Highlighted again by the publication as a “force to be reckoned with”, GAR reports that the firm has seen an “influx” of high-value work “on the back of some high-profile results”. GAR reveals that the firm’s portfolio of pending investment treaty work is “as large as it’s ever been” – with nine cases worth more than US$1 billion (including one worth US$18 billion).

The firm also achieves a large number of peer-recognised specialists across the global network, having a total of 13 people featured in ‘Who’s Who Legal’.

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Hong Kong judge defers to arbitration in dismissing winding up petition

In a recent Court of First Instance case before Harris J, Southwest Pacific Bauxite (HK) Ltd (Company) sought to strike out a winding-up petition issued against it by Lasmos Ltd (Petitioner). The ground of insolvency relied on by the Petitioner was a statutory demand of US$259,700.48 (Debt), arising out of a management services agreement (MSA) between the Company and the Petitioner (Parties). The Company disputed the Debt.

The issue in this case was the impact of the arbitration clause in the MSA on the exercise of the court’s discretion to make a winding-up order.
Lasmos Ltd v Southwest Pacific Bauxite (HK) Ltd [2018] HKCFI 426

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HKIAC signs cooperation agreement with Russia’s IMA

On 6 March 2018, the Hong Kong International Arbitration Centre (HKIAC) and the Institute of Modern Arbitration of the Russian Federation (IMA) signed a Cooperation Agreement that aims to support and promote the development of international arbitration and other dispute resolution options in Russia and Hong Kong.

This is a further development in HKIAC’s on-going efforts to meet growing demand in the Russian market for disputes to administered by established Asian arbitration institutions, such as HKIAC and the Singapore International Arbitration Centre (SIAC), which has signed a similar cooperation agreement with IMA.

In recent years, HKIAC has built up a panel of 30 Russian-speaking arbitrators, translated the HKIAC rules into Russian, and hosted and participated in a number of events in Russia. HKIAC has also announced that it is developing a new set of Administered Arbitration Rules, with innovative features “that will bring a new level of arbitration experience to users in Russia and other parts of the world”.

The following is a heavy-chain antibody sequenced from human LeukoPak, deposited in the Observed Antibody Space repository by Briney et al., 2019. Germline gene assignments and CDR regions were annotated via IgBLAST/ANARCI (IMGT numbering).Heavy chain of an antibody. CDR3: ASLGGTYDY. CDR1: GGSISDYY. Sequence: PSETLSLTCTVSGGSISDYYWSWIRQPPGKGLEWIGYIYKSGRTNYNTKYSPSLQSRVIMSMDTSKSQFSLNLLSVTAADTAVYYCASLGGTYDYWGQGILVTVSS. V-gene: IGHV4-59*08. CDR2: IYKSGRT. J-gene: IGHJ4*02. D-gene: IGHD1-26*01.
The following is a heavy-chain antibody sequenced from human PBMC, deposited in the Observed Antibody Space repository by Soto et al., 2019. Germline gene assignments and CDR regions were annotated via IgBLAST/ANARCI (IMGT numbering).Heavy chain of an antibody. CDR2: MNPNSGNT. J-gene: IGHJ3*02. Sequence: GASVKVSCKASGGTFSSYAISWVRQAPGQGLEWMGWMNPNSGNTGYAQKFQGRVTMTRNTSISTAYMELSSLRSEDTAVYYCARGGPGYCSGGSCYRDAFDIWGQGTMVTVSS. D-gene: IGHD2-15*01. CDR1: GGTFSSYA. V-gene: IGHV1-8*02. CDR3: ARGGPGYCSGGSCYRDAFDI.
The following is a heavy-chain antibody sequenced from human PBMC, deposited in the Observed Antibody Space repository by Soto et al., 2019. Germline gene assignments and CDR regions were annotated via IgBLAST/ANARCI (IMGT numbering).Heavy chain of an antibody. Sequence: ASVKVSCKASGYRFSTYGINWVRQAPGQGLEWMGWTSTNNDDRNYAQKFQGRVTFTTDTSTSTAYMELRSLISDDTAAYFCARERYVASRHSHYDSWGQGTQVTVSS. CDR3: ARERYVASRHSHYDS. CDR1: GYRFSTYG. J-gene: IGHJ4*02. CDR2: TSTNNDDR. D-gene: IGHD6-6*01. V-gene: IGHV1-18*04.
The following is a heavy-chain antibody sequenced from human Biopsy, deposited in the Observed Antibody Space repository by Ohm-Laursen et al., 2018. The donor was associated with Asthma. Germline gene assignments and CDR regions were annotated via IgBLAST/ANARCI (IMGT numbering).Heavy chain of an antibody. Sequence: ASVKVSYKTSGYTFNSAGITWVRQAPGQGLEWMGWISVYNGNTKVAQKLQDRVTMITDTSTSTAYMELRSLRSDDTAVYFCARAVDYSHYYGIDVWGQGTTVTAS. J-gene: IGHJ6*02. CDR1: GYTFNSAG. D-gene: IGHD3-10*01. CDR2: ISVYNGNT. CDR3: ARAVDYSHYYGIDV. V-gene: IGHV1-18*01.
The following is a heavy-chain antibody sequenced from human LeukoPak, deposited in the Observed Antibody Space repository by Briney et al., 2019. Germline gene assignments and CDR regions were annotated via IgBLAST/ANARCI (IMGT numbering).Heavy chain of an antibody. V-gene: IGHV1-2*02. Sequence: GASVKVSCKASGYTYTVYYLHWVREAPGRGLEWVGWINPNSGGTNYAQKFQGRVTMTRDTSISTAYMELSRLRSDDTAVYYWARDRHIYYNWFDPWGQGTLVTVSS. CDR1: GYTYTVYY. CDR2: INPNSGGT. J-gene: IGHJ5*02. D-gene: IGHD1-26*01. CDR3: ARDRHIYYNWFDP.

According to a recent survey by the Russian Arbitration Association, Russian users have indicated that Asian centres including SIAC, HKIAC and CIETAC are viable alternatives to the more traditionally-used European arbitral institutions such as ICC, SCC, LCIA and the International Commercial Arbitration Court at the Chamber of Commerce and Industry of the Russian Federation (ICAC). In addition, the survey indicates that Singapore and Hong Kong are increasingly popular seats, and the laws of these jurisdictions are respectively the sixth and seventh most popular choices among the survey respondents.

 

Inside Arbitration: Issue #5 of the publication from Herbert Smith Freehills’ Global Arbitration Practice

We are delighted to share with you the latest issue of the publication from the Herbert Smith Freehills Global Arbitration Practice, Inside Arbitration.

In addition to sharing knowledge and insights about the markets and industries in which our clients operate, the publication offers personal perspectives of our international arbitration partners from across the globe.

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Hong Kong Courts grant anti-suit injunctions to restrain foreign proceedings in breach of an arbitration agreement

In Arjowiggins HKK2 Ltd v Shandong Chenming Paper Holdings Ltd [2018] HKCFI 93, the Hong Kong Court of First Instance has granted an anti-suit injunction in favour of a recipient of a Hong Kong arbitral award to restrain the continuation of the overseas proceedings by the losing party. The Court held that such proceedings were essentially commenced to re-litigate the same matters that had already been decided in a previous arbitration and ultimately to avoid honouring the arbitral award.

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SPC publishes new judicial interpretations on arbitration

The Supreme People’s Court of China (SPC) has released two judicial interpretations (Interpretations) on arbitration. The Interpretations were passed on 20 November 2017 and 4 December 2017. The texts of both were made public on 29 December 2017 and became effective on 1 January 2018. The Interpretations are the latest in a series of steps by the SPC to improve the regime for both domestic and cross-border arbitration in mainland China.

The Interpretations primarily address the judicial review of arbitration cases. The important provisions that have been given effect include:

  • Extending the existing “reporting system” to domestic arbitrations in order to achieve judicial consistency
  • Granting parties limited opportunities to participate in the reporting system to improve transparency
  • Encouraging parties to state expressly the law they intend to govern a foreign-related arbitration agreement
  • Clarifying that the decisions of the PRC Courts under the “reporting system” are not subject to appeal.